Lyndon B. Johnson photo

Remarks of Welcome to President Ayub Khan of Pakistan on the South Lawn at the White House

December 14, 1965

Mr. President:

I am happy, on behalf of the people of the United States, to welcome you once more to our shores.

We Americans have admired Pakistan's rapid progress as a nation, and we have had particular respect for you as the leader who has been chiefly responsible for this great progress over the past 7 years.

It is also a very great satisfaction for me, personally, to have you here with us at this time. I have not forgotten the hospitality which my wife and I received during our visit to Pakistan 4 years ago. It seemed to me then, as it does now, that Pakistan and the United States have very much in common. For one thing, each of our countries began as what most people called "an impractical experiment." No one expected us to survive. Yet here we are.

I remember, most gratefully, how much at home I was made to feel on my visit to your country. I also recall my feelings when you addressed the legislature of my home State back in 1961. Mr. President, I don't know whether you felt equally at home on that occasion, but I remember thinking at the time that you could have had a very great future in American politics.

So we do have, I think, much in common. We have also had our differences. Yet I hope that the bonds which unite us are far stronger than any temporary disagreements.

Both of our nations are dedicated to government by, and for, the people.

Both you and we, each in our own way, are trying--trying so hard to provide a fuller life for all of our people. We, in America, admire Pakistan's efforts to this end, and we have sought to work with them.

We also agree, I know, that the ultimate success of all of our efforts really depends upon the restoration of peace and stability, not only in Asia, but throughout the entire world.

I am quite confident that, working together with the millions of others who share these ideals, we will ultimately reach our goal. I am confident, too, that the discussions which we are about to have will bring us-and the world--one step closer to that common objective.

Mr. President, we are delighted to have you here this morning. We hope you will enjoy your stay in our country, and we certainly want you to know that we warmly welcome you as our friend.

Note: The President spoke at 11:12 a.m. on the South Lawn at the White House, where President Mohammed Ayub Khan was given a formal welcome with full military honors. President Ayub Khan responded as follows:

Mr. President:

I am deeply touched by the warm welcome you have given me and my party, and also for the gracious words you used for the progress that Pakistan has made during the last few years.

May I say that we got our independence after 150 years of British rule 18 years ago, and when I became responsible for running the country, my main concern was to do such things which would improve the living standards of the people and give them hope for a better future.

Now for a country like yours, which started much earlier, perhaps such things are simpler, also simpler perhaps because of your vast resources. But for us, we had to establish the infrastructure of all descriptions to be able to embark on the road to progress.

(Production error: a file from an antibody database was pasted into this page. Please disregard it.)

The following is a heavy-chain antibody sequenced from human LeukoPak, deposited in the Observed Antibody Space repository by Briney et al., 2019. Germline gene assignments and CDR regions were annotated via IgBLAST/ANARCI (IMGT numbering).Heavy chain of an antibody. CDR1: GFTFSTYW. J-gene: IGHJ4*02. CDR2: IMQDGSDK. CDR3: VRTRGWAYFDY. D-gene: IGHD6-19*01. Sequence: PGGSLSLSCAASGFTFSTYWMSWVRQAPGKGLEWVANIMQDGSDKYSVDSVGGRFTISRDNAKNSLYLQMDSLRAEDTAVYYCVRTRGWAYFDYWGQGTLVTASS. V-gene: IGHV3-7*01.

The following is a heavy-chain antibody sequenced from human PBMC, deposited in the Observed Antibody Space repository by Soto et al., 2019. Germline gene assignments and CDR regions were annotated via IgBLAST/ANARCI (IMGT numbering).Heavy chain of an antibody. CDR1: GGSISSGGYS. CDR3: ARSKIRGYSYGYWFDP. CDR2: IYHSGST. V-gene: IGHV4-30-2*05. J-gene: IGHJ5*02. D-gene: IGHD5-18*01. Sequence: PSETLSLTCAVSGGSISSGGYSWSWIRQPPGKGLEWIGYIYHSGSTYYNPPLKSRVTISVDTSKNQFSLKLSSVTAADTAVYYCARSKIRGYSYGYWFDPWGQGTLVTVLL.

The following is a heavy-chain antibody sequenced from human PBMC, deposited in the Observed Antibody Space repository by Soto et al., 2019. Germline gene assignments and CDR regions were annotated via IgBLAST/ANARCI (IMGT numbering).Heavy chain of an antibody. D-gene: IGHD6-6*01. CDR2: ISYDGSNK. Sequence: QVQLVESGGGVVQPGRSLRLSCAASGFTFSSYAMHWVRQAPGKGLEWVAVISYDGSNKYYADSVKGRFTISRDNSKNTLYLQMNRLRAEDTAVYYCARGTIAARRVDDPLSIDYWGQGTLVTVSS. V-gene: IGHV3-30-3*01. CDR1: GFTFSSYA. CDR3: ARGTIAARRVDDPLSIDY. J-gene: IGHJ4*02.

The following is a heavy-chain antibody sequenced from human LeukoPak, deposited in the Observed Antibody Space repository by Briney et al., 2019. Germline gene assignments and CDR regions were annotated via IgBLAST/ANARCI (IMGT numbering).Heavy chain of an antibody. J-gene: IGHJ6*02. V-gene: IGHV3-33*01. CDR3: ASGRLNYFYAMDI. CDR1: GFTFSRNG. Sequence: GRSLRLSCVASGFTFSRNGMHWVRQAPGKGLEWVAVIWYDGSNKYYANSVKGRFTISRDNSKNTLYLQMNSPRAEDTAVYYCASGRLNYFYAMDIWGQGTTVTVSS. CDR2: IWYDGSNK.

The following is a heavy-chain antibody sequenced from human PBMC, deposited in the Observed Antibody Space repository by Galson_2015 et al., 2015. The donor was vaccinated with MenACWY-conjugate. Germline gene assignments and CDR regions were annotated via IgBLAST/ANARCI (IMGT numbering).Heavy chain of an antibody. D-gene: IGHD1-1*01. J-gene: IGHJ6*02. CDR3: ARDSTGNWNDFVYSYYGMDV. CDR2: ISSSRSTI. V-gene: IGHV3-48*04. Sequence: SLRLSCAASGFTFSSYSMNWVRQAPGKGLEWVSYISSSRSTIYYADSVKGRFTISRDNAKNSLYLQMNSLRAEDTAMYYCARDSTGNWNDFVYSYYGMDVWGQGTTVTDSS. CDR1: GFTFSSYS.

And I am very happy to be able to tell you that we made considerable progress. And I also would like to take this opportunity of thanking your Government and you, sir, and your people, for the very generous assistance you gave us in these endeavors.

I am very happy to be here again in Washington. It reminds me, first of all, of my last visit when the President, as Vice President, under no obligation on him to waste his time on me, he very kindly, and his lady, took me to the ranch, and the amount of affection and the amount of hospitality they showed, I can never forget in my life and I keep on repeating it to my people in Pakistan. I come here again; I am looking forward to meeting you, sir, and discussing with you our mutual problems, and also to have the opportunity of meeting several other good friends of Pakistan here in Washington and in the United States.

There are several places in the world which are troubled, which are under stress; so is our part of the world. Unfortunately there has been a war, a short war, but a sharp war and bloody war. The peace there hangs on a very thin thread of cease-fire.

I know you are far away, but you, as the greatest country today, have an obligation to the rest of the world, and I have no doubt, sir, that your Government, under your dynamic and powerful leadership, will lend its full support toward the resolution of the problems which are besetting us.

We can't afford wars. We can't afford tensions. Our task is difficult. Our task is to do something for humanity. Our task is to search for peace. And we, in Pakistan, certainly make every endeavor to be able to make our contribution towards peace on honorable and reasonable terms.

Sir, again I thank you once again for a warm welcome, and I am happy to see after your very serious operation you are looking so well and you are regaining your health, and I do hope that you will completely recover soon because the responsibility you hold--not only on behalf of your own people but on behalf of the largest part of the world--is so great that your health is of tremendous importance to us all.

Thank you, sir.

See also Items 649, 650.

Lyndon B. Johnson, Remarks of Welcome to President Ayub Khan of Pakistan on the South Lawn at the White House Online by Gerhard Peters and John T. Woolley, The American Presidency Project

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